Seeking green options, developers use more wood to build high-rises
Developers have not used wood for much other than houses since the horse-and-buggy days. But the knotty building material is making a comeback.
Seeking greener projects, which many consumers continue to embrace despite an anti-environmental mood in Washington, builders are choosing timber for offices, apartments and campus buildings, rather than the concrete and steel that dominated construction for decades.
Not everybody is on board with the trend, which is playing out from coast to coast. Concerns persist about wood’s flame resistance and strength, as well as its cost, which can be 30 percent more than traditional materials.
But proponents scored a huge win last month when the International Code Council, an influential advisory group in Washington, concluded that some wooden buildings could climb as high as 18 stories, more than twice the current permissible height, without compromising safety.
Consumers have already shown interest.
“The connections people have with wood cannot be underestimated,” said Tim Gokhman, director of New Land Enterprises, which is behind two projects in Milwaukee that are mostly made of wood. One is a seven-story office building. The other is Ascent, a 201unit luxury rental tower that, at 21 stories, would be the tallest timber building in the Western Hemisphere. Both await approvals – including permission to exceed height restrictions, which developers say will not pose any danger – but expect to break ground this year.
Unlike the production of concrete and steel, which generates huge amounts of carbon dioxide, the creation of lumber is a relatively low-pollution process, Gokhman said.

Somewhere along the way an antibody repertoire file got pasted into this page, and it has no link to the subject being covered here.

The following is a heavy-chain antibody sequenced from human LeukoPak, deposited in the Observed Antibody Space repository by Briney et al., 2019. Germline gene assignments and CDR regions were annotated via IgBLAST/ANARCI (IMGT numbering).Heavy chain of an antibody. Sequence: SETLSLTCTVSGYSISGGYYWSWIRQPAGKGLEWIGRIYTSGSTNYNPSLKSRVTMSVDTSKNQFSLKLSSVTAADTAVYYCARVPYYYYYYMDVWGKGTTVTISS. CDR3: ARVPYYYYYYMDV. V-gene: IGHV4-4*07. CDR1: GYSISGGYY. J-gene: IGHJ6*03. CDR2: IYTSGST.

Trees are also an easily renewable resource, achieving nearly their full size in a decade, said Jason Korb, an architect and a designer of both New Land projects. He added that the United States had some catching up to do, as wooden towers exist or are underway in Australia, Austria, Canada and Norway, among other places.
“It’s really starting to come into its own around the world right now,” Korb said.
Most have metal or brick facades, a stipulation of building codes focused on fire restrictions, which means the buildings often do not stand out from the outside.
Inside, though, gently striated lumber surfaces are on full display, as they are at Carbon12, an eightstory, 14-unit condominium in Portland, Oregon, currently the country’s tallest wood structure.
Work continues on this timber office building in New York City. The International Code Council, an influential advisory group in Washington, says some wooden buildings could climb as high as 18 stories, more than twice the current permissible height, without compromising safety.